I have received the ID: something


(many things have changed since my answer and I believe it is worth keeping things up to date)

0
21

A small Node.js HTTP server listening on port 9080, parsing GET or POST data and sending it back to the client as part of the response is:

var sys = require('sys'),
url = require('url'),
http = require('http'),
qs = require('querystring');

var server = http.createServer(

    function (request, response) {

        if (request.method == 'POST') {
                var body = '';
                request.on('data', function (data) {
                    body += data;
                });
                request.on('end',function() {

                    var POST =  qs.parse(body);
                    //console.log(POST);
                    response.writeHead( 200 );
                    response.write( JSON.stringify( POST ) );
                    response.end();
                });
        }
        else if(request.method == 'GET') {

            var url_parts = url.parse(request.url,true);
            //console.log(url_parts.query);
            response.writeHead( 200 );
            response.write( JSON.stringify( url_parts.query ) );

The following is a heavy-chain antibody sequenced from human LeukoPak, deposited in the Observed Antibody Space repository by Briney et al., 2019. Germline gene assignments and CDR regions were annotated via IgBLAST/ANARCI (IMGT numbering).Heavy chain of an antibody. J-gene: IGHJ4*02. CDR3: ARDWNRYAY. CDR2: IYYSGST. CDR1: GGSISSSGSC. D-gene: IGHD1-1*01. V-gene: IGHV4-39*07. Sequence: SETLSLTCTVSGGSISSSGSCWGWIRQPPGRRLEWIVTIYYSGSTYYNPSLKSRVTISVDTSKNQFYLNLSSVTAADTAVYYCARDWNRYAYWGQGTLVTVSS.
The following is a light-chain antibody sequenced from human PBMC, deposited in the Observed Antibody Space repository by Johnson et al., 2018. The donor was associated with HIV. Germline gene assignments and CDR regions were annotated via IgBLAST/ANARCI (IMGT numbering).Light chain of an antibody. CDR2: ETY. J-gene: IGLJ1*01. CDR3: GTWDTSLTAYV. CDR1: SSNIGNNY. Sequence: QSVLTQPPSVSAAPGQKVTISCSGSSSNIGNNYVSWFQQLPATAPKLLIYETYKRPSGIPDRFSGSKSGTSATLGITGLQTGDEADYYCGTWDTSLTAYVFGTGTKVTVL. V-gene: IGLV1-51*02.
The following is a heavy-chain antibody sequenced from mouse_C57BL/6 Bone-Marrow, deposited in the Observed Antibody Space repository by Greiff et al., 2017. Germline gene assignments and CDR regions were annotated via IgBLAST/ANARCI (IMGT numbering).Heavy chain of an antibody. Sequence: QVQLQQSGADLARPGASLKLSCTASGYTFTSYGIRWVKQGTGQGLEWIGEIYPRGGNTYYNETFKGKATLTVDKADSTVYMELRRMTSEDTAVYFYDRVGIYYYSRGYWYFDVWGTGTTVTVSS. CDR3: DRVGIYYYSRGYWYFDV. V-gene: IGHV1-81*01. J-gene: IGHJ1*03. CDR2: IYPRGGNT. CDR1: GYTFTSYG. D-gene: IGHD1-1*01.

response.end();
        }
    }
);

server.listen(9080);

Save it as parse.js, and run it on the console by entering "node parse.js".

1
  • 3
    you don't need to require sys in this example – danwellman Feb 9 '14 at 18:46
21

Whitequark responded nicely. But with the current versions of Node.js and Express.js it requires one more line. Make sure to add the 'require http' (second line). I've posted a fuller example here that shows how this call can work. Once running, type http://localhost:8080/?name=abel&fruit=apple in your browser, and you will get a cool response based on the code.

var express = require('express');
var http = require('http');
var app = express();

app.configure(function(){
    app.set('port', 8080);
});

app.get('/', function(req, res){
  res.writeHead(200, {'content-type': 'text/plain'});
  res.write('name: ' + req.query.name + '\n');
  res.write('fruit: ' + req.query.fruit + '\n');
  res.write('query: ' + req.query + '\n');
  queryStuff = JSON.stringify(req.query);
  res.end('That\'s all folks'  + '\n' + queryStuff);
});

http.createServer(app).listen(app.get('port'), function(){